I wrote the following appreciation of one of my favorite films of all time, John Ford’s How Green Was My Valley, for Cine- File Chicago. It screens for free at the Northbrook Public Library twice on December 27.
John Ford’s HOW GREEN WAS MY VALLEY (American Revival) Northbrook Public Library (1201 Cedar Lane, Northbrook), Wednesday, December 27, 1 and 7:30pm (Free Admission)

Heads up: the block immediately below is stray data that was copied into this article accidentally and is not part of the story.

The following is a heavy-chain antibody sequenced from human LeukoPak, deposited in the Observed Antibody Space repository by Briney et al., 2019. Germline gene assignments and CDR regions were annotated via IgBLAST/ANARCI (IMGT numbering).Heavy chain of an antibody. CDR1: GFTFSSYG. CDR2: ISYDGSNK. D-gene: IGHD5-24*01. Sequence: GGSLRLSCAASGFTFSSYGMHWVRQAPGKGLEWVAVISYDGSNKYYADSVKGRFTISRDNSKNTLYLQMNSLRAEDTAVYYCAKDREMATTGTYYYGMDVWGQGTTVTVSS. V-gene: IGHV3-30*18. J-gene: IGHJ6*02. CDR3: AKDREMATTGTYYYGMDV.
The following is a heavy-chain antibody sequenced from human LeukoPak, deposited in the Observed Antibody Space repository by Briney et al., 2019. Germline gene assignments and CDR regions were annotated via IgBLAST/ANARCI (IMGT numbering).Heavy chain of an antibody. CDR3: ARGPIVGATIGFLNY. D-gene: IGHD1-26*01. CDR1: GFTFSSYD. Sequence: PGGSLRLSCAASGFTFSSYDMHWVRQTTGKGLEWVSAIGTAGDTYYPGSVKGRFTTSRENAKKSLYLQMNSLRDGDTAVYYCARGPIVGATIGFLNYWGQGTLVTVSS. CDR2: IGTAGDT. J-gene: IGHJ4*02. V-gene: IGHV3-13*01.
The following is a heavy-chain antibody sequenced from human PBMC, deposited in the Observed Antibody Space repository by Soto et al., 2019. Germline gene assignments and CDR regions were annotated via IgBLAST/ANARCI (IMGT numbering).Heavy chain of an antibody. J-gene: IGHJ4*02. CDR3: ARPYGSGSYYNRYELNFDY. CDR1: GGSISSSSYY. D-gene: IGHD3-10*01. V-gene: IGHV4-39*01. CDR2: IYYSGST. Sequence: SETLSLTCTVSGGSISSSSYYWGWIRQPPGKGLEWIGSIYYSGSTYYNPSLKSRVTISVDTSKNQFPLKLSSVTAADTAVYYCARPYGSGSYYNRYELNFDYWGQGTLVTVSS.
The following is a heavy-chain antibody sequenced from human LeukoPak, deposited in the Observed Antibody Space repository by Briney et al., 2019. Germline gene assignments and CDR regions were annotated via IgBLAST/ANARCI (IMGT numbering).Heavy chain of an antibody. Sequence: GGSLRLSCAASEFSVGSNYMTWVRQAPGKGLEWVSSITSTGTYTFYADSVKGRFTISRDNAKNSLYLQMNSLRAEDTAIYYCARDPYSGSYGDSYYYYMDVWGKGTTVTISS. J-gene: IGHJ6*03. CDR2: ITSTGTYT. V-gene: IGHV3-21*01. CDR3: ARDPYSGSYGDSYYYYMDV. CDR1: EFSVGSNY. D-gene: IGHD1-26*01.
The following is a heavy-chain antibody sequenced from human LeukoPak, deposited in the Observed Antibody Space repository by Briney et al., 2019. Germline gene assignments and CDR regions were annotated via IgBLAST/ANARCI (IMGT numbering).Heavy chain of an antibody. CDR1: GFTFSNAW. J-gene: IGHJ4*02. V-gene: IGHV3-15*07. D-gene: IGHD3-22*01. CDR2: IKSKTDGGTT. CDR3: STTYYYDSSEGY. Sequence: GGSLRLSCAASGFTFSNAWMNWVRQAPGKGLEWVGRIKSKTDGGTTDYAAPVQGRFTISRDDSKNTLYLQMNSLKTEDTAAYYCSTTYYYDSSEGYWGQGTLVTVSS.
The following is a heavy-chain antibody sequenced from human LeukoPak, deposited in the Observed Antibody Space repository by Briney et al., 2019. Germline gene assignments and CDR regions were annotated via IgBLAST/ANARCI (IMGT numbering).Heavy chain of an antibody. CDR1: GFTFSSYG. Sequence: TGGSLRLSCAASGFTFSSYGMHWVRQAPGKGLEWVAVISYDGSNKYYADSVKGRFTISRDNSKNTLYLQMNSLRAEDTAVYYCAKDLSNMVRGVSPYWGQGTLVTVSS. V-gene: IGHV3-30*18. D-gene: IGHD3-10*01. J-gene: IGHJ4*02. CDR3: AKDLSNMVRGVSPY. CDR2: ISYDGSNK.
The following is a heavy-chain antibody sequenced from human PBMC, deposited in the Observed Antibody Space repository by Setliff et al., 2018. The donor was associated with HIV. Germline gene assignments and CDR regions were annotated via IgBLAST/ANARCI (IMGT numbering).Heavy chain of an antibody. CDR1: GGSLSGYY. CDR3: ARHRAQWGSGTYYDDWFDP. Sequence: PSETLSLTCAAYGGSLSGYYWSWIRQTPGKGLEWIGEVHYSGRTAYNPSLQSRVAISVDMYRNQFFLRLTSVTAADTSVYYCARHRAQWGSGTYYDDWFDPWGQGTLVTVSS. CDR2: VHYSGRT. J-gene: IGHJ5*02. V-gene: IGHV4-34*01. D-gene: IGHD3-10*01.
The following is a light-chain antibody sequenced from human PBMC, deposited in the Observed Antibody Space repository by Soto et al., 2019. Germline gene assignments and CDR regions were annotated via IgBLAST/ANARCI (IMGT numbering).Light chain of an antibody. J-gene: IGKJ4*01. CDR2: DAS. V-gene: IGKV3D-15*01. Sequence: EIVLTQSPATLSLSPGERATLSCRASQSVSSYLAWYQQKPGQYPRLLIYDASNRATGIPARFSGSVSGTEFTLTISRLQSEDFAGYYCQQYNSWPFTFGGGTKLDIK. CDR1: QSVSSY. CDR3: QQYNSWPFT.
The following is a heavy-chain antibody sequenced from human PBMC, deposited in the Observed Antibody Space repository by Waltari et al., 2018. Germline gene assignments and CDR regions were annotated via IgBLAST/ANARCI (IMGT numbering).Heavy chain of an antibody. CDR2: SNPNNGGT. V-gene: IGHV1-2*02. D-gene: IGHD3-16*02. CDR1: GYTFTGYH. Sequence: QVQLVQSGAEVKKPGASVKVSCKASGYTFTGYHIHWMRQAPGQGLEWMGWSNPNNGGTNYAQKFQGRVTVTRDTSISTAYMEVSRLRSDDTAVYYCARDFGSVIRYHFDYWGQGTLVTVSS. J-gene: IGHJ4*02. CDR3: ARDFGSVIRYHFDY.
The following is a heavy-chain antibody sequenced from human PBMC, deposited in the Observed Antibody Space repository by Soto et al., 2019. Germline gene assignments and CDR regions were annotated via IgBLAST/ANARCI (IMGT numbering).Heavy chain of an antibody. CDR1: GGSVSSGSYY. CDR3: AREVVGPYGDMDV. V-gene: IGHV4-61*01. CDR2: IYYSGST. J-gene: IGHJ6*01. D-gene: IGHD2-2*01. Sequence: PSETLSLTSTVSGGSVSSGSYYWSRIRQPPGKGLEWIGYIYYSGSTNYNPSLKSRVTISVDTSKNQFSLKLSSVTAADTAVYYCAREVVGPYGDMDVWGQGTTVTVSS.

One of the most prominent themes in John Ford’s vast filmography is the discrepancy between the reality of a historical event and how that event is perceived after the fact. This theme is implicit in YOUNG MR. LINCOLN (1939), explicit in FORT APACHE (1948), and perfectly encapsulated in a famous line of dialogue from THE MAN WHO SHOT LIBERTY VALANCE in 1962: “When the legend becomes fact, print the legend.” HOW GREEN WAS MY VALLEY, Ford’s ultimate past-tense movie, tells the story of a 13-year-old boy, Huw Morgan, as he reminisces from the vantage point of 50 about his family life in turn-of-the-century Wales (with Huw’s adult voice-over narration being supplied by the director Irving Pichel). This means that Ford’s images are not mean to represent “reality” so much as the decades-old memories of Huw’s off-screen (and perhaps unreliable) narrator-self. The subjective nature of the visual storytelling also explains why this child protagonist, portrayed by Roddy McDowell in one of cinema’s finest ever child performances, doesn’t seem to age even though the narrative spans many years. (Huw appears to be “too young” at the end of the movie in the same poignant way that John Wayne and Jimmy Stewart are “too old” in the flashback sequences of THE MAN WHO SHOT LIBERTY VALANCE.) Perhaps the most impressive thing about it is how, despite being an 11th-hour replacement for original director William Wyler, Ford still somehow managed to turn HOW GREEN WAS MY VALLEY into one of his most personal and beautifully realized films: it boasts amazing deep-focus cinematography courtesy of Arthur Miller, a stirring Alfred Newman score, and a star-making performance by Maureen O’Hara (working with Ford for the first of many times). The project’s personal nature shines through in Ford’s melancholy depiction of the disintegration of one family in a mining town beset by union struggles and generational conflict. In so doing, Ford presents an ephemeral vision of an idealized family life, the kind that he personally never knew (where Donald Crisp’s patriarch can preside with tough-but-loving authority over a brood of dutiful, mostly male offspring), and offers a transcendental illustration of his Catholic belief that “death is not the end” besides. Yet his obsessive focus on the inevitability of change also marks this as one of the director’s most pessimistic works: Huw may be leaving his hometown for good at the age of 50 when the film begins but it’s clear by the end that he hasn’t known this now-black valley to be “home” in the decades following childhood’s end. (1941, 118 min, DCP Digital) MGS